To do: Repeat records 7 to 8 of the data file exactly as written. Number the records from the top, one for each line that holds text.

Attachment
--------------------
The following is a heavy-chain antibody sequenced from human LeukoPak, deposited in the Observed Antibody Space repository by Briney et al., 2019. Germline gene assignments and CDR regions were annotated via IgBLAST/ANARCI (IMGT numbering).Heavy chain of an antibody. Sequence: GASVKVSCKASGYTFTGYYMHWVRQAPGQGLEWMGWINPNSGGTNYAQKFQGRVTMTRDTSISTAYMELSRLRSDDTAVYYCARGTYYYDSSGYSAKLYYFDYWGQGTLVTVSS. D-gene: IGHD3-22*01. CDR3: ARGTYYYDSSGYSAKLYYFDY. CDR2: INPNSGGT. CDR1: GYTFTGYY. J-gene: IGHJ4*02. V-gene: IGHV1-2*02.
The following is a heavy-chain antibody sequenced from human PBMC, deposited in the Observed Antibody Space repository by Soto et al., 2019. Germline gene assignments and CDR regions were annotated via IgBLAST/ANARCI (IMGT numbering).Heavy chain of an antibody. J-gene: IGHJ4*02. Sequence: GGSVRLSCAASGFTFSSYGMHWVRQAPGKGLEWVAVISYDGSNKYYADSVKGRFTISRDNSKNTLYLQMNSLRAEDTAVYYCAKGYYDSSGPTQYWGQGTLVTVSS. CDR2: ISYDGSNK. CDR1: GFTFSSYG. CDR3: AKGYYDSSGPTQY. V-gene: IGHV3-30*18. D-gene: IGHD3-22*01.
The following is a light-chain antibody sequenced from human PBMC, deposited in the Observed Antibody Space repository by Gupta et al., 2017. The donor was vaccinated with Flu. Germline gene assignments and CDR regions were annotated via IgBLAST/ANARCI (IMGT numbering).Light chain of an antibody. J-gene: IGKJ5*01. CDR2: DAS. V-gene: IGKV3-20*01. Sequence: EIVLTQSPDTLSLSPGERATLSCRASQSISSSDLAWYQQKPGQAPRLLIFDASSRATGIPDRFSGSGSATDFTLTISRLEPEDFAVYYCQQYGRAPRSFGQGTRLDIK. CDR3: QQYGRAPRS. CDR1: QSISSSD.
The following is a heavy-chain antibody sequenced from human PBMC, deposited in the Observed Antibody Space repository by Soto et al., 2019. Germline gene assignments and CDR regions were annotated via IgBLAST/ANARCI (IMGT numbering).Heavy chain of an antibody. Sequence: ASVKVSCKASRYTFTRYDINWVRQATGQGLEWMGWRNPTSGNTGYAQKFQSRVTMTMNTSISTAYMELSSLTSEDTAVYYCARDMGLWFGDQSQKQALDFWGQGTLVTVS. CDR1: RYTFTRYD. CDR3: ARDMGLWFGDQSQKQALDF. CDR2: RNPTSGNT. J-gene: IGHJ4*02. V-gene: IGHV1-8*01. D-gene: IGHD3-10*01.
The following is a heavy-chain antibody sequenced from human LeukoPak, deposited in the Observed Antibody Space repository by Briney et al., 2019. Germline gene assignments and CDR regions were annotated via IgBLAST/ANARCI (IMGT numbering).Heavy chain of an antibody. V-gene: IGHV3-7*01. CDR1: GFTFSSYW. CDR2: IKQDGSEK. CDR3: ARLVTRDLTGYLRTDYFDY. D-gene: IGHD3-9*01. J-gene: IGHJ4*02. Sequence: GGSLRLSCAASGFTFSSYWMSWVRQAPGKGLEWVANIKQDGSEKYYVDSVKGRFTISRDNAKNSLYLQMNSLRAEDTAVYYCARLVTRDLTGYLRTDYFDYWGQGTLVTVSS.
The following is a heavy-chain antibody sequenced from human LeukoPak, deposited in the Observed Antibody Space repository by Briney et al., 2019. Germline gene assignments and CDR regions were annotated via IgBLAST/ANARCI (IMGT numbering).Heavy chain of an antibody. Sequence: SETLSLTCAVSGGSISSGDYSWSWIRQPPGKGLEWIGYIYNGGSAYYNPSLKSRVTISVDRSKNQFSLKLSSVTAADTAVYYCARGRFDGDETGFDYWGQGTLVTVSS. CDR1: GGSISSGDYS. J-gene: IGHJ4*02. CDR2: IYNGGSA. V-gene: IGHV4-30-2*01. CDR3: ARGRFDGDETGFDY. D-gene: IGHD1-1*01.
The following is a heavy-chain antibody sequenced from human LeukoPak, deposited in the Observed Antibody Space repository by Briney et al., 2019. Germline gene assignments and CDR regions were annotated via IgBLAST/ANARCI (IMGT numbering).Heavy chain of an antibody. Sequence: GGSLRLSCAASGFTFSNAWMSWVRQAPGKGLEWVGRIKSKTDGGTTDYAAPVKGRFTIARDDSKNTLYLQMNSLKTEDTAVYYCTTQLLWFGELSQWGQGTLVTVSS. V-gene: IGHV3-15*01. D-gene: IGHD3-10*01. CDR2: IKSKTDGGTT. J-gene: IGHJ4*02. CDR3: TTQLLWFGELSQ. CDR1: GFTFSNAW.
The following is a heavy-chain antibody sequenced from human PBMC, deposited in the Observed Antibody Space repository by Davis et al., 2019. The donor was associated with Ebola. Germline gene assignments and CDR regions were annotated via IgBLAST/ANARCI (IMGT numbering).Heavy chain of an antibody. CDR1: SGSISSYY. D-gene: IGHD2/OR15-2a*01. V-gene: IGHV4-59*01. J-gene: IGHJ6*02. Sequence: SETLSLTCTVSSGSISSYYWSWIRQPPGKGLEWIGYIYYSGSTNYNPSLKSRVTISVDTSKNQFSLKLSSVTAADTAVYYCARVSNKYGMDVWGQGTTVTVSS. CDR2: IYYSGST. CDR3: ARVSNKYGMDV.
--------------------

The following is a heavy-chain antibody sequenced from human LeukoPak, deposited in the Observed Antibody Space repository by Briney et al., 2019. Germline gene assignments and CDR regions were annotated via IgBLAST/ANARCI (IMGT numbering).Heavy chain of an antibody. Sequence: GGSLRLSCAASGFTFSNAWMSWVRQAPGKGLEWVGRIKSKTDGGTTDYAAPVKGRFTIARDDSKNTLYLQMNSLKTEDTAVYYCTTQLLWFGELSQWGQGTLVTVSS. V-gene: IGHV3-15*01. D-gene: IGHD3-10*01. CDR2: IKSKTDGGTT. J-gene: IGHJ4*02. CDR3: TTQLLWFGELSQ. CDR1: GFTFSNAW.
The following is a heavy-chain antibody sequenced from human PBMC, deposited in the Observed Antibody Space repository by Davis et al., 2019. The donor was associated with Ebola. Germline gene assignments and CDR regions were annotated via IgBLAST/ANARCI (IMGT numbering).Heavy chain of an antibody. CDR1: SGSISSYY. D-gene: IGHD2/OR15-2a*01. V-gene: IGHV4-59*01. J-gene: IGHJ6*02. Sequence: SETLSLTCTVSSGSISSYYWSWIRQPPGKGLEWIGYIYYSGSTNYNPSLKSRVTISVDTSKNQFSLKLSSVTAADTAVYYCARVSNKYGMDVWGQGTTVTVSS. CDR2: IYYSGST. CDR3: ARVSNKYGMDV.